Sent by Jonathan Stark on April 23rd, 2018
Do you have a client (past, present, or hopefully future) who reads the Tech Bits column of the New York Times every week? Or subscribes to the Stratechery mailing list? Or listens to NPR’s All Tech Considered podcast?
Great! You now have ESP.
Once you know where your clients get their news, you can follow the same streams looking for items that are both potentially relevant to their business AND related to your area of expertise. When you spot one of these articles, forward the link to them with a brief summary of how you think it might be relevant.
For example, there might be a regulatory change coming that you know will affect their online store, or a new buzzword technology that you think they might be seduced by but is actually empty hype, or a consumer trend that might represent a big opportunity for them.
Creating these personalized summaries is a great way to:
But what if you don’t know where your clients get their news?
it’s usually not too hard to find out. Either they share links to articles in social media, or they’ll mention an article they read while you’re all waiting for a meeting to start, or they’ll discuss a favorite news podcast at an after hours event, or they’ll post a link in the #watercooler channel in the company Slack.
Even if you can’t figure out where your clients get their news, it’s a safe bet that they are exposed to news about Google, Apple, Facebook, and Amazon because any time any of those companies do anything remotely interesting, it shows up all over the mainstream news.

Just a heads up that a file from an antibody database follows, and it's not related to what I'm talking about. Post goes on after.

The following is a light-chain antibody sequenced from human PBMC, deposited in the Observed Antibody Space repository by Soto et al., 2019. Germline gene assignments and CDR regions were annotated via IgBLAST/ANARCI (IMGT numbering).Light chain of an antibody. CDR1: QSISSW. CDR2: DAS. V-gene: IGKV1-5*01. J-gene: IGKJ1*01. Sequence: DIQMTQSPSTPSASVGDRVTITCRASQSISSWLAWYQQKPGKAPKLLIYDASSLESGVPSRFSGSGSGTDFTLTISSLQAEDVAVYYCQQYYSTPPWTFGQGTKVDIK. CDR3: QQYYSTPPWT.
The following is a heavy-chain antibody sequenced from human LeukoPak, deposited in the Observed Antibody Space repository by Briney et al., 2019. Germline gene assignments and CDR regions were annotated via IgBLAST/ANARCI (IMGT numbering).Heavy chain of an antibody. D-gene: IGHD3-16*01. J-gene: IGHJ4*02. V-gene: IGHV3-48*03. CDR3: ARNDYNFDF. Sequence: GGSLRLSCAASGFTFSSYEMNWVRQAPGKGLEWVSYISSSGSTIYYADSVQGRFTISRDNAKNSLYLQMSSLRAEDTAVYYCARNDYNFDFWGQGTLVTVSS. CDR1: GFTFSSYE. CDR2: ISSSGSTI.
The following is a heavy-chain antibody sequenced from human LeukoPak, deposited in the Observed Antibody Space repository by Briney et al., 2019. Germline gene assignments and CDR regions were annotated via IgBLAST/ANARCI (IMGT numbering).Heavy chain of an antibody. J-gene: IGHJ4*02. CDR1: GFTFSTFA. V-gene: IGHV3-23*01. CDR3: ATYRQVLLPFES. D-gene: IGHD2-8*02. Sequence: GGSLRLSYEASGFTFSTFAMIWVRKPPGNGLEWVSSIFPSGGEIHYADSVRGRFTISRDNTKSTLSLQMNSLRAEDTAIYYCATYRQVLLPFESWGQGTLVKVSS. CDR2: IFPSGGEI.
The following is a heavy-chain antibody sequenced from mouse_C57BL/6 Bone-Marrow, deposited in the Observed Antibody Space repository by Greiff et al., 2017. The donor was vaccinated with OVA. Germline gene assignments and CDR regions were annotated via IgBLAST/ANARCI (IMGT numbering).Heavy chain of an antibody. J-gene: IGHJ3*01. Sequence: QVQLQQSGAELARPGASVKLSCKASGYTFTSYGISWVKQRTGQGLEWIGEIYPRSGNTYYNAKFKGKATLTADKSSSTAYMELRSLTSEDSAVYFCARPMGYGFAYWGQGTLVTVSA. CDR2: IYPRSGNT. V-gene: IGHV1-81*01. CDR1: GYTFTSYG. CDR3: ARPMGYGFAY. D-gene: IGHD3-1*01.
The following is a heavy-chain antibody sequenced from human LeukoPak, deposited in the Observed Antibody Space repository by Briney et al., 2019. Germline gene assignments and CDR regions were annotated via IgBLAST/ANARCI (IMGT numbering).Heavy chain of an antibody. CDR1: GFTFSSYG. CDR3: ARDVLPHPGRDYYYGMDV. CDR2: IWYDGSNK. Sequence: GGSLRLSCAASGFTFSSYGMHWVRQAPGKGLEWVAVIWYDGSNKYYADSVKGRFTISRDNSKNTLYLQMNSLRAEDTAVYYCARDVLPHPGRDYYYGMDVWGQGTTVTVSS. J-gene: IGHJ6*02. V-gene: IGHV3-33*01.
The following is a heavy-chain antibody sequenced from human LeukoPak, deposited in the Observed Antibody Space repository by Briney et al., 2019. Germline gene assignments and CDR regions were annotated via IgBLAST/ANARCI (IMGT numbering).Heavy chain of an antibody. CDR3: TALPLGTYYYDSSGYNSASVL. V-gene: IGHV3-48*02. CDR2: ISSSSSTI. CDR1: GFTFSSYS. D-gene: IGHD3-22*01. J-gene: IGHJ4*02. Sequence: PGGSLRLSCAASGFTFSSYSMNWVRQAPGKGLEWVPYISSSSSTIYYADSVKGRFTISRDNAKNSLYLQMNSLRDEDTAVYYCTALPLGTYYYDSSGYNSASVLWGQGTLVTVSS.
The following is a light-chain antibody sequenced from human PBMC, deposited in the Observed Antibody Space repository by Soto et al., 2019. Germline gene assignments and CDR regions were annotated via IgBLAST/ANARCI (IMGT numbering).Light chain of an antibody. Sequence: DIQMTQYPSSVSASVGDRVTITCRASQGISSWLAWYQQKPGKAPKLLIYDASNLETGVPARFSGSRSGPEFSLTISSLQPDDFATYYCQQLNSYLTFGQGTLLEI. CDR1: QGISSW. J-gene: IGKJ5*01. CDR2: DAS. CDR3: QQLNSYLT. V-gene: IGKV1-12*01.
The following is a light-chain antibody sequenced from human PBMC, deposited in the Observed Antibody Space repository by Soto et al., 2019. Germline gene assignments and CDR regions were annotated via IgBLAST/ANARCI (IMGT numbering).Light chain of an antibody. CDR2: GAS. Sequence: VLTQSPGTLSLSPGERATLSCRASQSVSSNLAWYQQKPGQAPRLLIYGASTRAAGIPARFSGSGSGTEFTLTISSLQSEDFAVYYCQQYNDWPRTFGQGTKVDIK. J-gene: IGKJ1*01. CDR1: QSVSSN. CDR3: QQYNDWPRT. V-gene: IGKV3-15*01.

If you do advisory work for clients (or would like to), you could set yourself apart from the vast majority of consultants simply by taking notes on the keynote presentations from any big events like Google I/O, Apple’s iOS Developer conference, Amazon’s AWS re:invent conference, Facebook’s F8 developer conference, and individually summarizing the relevant bits for your clients.
Current examples of tech news from or related to these four companies that would potentially be useful to clients of all sorts:
Probably not all of these categories of news represent an overlap between your area of expertise and something relevant to your ideal clients. But I’d be willing to bet that at least a couple of them are.
Give it a try for a week or so and see if you don’t find yourself stumbling across mainstream news articles that you can quickly summarize/explain/contextualize for your ideal clients.
Send them out and see what happens.
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